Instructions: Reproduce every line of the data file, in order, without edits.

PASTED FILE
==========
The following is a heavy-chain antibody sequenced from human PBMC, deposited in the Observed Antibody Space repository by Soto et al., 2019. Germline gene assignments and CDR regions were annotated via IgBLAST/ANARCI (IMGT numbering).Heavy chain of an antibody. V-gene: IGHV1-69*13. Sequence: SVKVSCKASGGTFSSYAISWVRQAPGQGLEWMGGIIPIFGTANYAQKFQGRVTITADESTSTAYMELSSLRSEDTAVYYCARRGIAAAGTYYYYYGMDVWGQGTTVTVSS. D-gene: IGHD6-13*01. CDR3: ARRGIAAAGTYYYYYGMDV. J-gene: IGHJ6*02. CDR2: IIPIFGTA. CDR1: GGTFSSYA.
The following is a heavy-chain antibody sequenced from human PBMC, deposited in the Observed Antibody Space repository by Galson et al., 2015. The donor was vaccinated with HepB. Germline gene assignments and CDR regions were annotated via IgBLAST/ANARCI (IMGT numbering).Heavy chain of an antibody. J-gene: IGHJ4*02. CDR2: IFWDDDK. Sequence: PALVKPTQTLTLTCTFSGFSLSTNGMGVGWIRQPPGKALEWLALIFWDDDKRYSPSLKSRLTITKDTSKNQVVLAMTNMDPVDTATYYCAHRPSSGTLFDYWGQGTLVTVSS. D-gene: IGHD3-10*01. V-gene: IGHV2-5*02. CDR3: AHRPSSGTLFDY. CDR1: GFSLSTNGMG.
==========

The following is a heavy-chain antibody sequenced from human PBMC, deposited in the Observed Antibody Space repository by Soto et al., 2019. Germline gene assignments and CDR regions were annotated via IgBLAST/ANARCI (IMGT numbering).Heavy chain of an antibody. V-gene: IGHV1-69*13. Sequence: SVKVSCKASGGTFSSYAISWVRQAPGQGLEWMGGIIPIFGTANYAQKFQGRVTITADESTSTAYMELSSLRSEDTAVYYCARRGIAAAGTYYYYYGMDVWGQGTTVTVSS. D-gene: IGHD6-13*01. CDR3: ARRGIAAAGTYYYYYGMDV. J-gene: IGHJ6*02. CDR2: IIPIFGTA. CDR1: GGTFSSYA.
The following is a heavy-chain antibody sequenced from human PBMC, deposited in the Observed Antibody Space repository by Galson et al., 2015. The donor was vaccinated with HepB. Germline gene assignments and CDR regions were annotated via IgBLAST/ANARCI (IMGT numbering).Heavy chain of an antibody. J-gene: IGHJ4*02. CDR2: IFWDDDK. Sequence: PALVKPTQTLTLTCTFSGFSLSTNGMGVGWIRQPPGKALEWLALIFWDDDKRYSPSLKSRLTITKDTSKNQVVLAMTNMDPVDTATYYCAHRPSSGTLFDYWGQGTLVTVSS. D-gene: IGHD3-10*01. V-gene: IGHV2-5*02. CDR3: AHRPSSGTLFDY. CDR1: GFSLSTNGMG.